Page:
The Colts clearly need help, too. 

Jeffery's acquisition would actually cost the team slightly less financially than last year's wide receiver addition, Devin Funchess. The Colts signed Funchess to a one-year, $10 million deal in 2019. He played in one game and made three receptions before suffering a broken clavicle the first week of the season. Obviously, the franchise would like a little more return from its investments. 

Wide receiver is lacking in Indianapolis. 

T.Y. Hilton is a consummate professional, but he's coming off an injury-plagued season, too. Zach Pascal, meanwhile, developed into a nice target, but he should be the Colts' third or fourth option, not their leading receiver. Plus, Jeffery adds size and physicality to the position, much like the Colts wanted in Funchess.

With over $86 million in available salary-cap space, a Jeffery trade makes sense in this instance. 

Proposed Deal: Colts acquire Jeffery and 2020 third-round draft pick from the Eagles for 2020 fifth- and seventh-round draft picks. 


New York Jets

Seth Wenig/Associated Press

Much like the Colts, the New York Jets already have inside knowledge regarding the 30-year-old target. Jets general manager Joe Douglas previously served as the Eagles vice president of player personnel and was part of the group that brought Jeffery to Philadelphia. 

Unlike the Colts, the Jets are in a bit of a bind regarding the wide receiver position. Whereas the Funchess experiment failed, New York would like to retain Robby Anderson, who is an impending free agent. 

"I know they've communicated that they do want me back," Anderson said last month, per Newsday's Bob Glauber. "So, we've just got to see how it plays out."

The 26-year-old wide receiver knows his services will be in demand, though. 

"I want to be where I feel like the best situation for me to be great is, to be the person I can be outside of football," he said. 

If Anderson tests free agency and signs a sizable deal elsewhere, Vyncint Smith will be the team's second-leading receiver behind Jamison Crowder. Smith secured 17 receptions for 225 yards during his second campaign. 

The Jets already signed Josh Doctson as a pseudo-lottery ticket that could pay off, but a more stable presence is needed in the passing game to help with Sam Darnold's maturation. Jeffery is a big-bodied target New York's offense lacks.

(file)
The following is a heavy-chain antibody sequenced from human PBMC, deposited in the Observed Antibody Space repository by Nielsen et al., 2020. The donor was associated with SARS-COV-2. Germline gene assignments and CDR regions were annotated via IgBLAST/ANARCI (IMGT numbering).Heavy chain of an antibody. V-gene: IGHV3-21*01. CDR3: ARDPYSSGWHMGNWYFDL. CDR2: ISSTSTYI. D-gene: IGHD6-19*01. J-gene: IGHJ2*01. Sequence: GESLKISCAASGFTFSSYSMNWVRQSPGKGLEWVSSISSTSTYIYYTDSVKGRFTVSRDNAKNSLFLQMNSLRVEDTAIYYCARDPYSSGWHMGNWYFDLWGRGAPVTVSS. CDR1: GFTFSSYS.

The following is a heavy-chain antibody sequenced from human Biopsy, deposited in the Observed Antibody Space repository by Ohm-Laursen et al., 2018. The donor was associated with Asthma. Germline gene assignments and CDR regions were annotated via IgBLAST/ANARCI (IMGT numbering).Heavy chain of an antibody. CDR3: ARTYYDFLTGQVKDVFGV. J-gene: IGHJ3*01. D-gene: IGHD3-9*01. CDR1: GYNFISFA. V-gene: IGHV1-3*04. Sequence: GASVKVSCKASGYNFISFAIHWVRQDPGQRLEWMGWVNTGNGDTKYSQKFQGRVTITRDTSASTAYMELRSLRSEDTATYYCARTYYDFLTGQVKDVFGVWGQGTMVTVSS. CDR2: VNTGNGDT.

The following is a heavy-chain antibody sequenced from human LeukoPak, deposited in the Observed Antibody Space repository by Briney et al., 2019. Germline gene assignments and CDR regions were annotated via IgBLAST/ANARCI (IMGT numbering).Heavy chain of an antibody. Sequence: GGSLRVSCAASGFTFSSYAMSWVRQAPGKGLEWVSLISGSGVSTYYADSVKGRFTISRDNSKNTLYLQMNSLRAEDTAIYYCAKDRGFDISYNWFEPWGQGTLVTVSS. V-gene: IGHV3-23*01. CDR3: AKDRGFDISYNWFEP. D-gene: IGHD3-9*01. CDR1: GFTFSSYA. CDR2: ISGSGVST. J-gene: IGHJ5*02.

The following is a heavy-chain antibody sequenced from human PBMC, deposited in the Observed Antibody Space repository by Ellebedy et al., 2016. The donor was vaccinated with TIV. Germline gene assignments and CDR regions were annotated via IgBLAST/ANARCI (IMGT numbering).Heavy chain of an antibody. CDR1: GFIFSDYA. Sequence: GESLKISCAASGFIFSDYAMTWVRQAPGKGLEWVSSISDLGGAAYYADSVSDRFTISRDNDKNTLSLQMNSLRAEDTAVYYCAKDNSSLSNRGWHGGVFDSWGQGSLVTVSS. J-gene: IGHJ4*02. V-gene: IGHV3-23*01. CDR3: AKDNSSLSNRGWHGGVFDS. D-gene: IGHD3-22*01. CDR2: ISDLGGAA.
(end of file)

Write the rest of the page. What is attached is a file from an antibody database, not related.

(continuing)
Obviously, Douglas knows exactly how Jeffery's contract is structured and the general manager's current team has enough salary-cap flexibility at $56.26 million to absorb it. 

Proposed Deal: Jets acquire Jeffery and a 2020 fourth-round draft pick from the Eagles for 2020 sixth- and seventh-round picks. 


Buffalo Bills

Adrian Kraus/Associated Press

The Bills have a totally different perspective compared to the Colts and Jets, since the staff doesn't have previous working experience with Jeffery. What the team does have is plenty of room to manuever and arguably the biggest need at wide receiver. 

At $83.07 million, Buffalo currently has the fourth-most projected salary-cap space for the 2020 campaign. The team is also in the sweet spot where, yes, it still needs to address a couple of its free agents, but its starting quarterback is operating under a rookie deal. Like the Jets, now could be the time to acquire Jeffery because it's far more affordable and could help Josh Allen with his development. 

Allen is known for having one of the league's biggest arms, yet scattershot accuracy. At the same time, the Bills don't have the biggest or best targets working outside the numbers or down the field. 

John "Smokey" Brown and Cole Beasley are very good professional receivers. However, another receiver with a much larger catch radius and ability to win 50-50 balls would add another dynamic to the Bills offense. 

"With all of our wide receivers, they're kind of like Smurfs," head coach Sean McDermott told reporters during last year's training camp. "If you ever watched The Smurfs, they live in a small village so they can separate in small spaces." 

McDermott was joking at the time, but a kernel of truth exists in what he said. Buffalo's top three wide receivers—Brown, Beasley and Isaiah McKenzie—are 5'11" or shorter. The physicality Jeffery brings to the position would be a welcome addition. 

Proposed Deal: Jets acquire Jeffery and a 2020 fourth-round draft pick from the Eagles for a fifth- and sixth-round draft picks. 


Other Targets

Multiple teams throughout the league could use a wide receiver upgrade. 

The Green Bay Packers, New England Patriots and Las Vegas Raiders immediately come to mind as other potential destinations for Jeffery, though none of the three have the same familiarity and/or financial means to get a deal done in comparison to the previously mentioned franchises. 

Some squads might not even consider the possibility based on the difficulty of Jeffery's unwieldy contract, especially since he's coming off a Lisfranc injury. It's not the easiest deal to sell. 

At the same time, the Eagles aren't necessarily a better team and locker room with Jeffery on the roster. As long as he checks out medically, he still holds some value around the league. 

Whatever the Eagles can get for Jeffery's services should be enough so everyone can start fresh. 


Brent Sobleski covers the NFL for Bleacher Report. Follow him on Twitter @brentsobleski.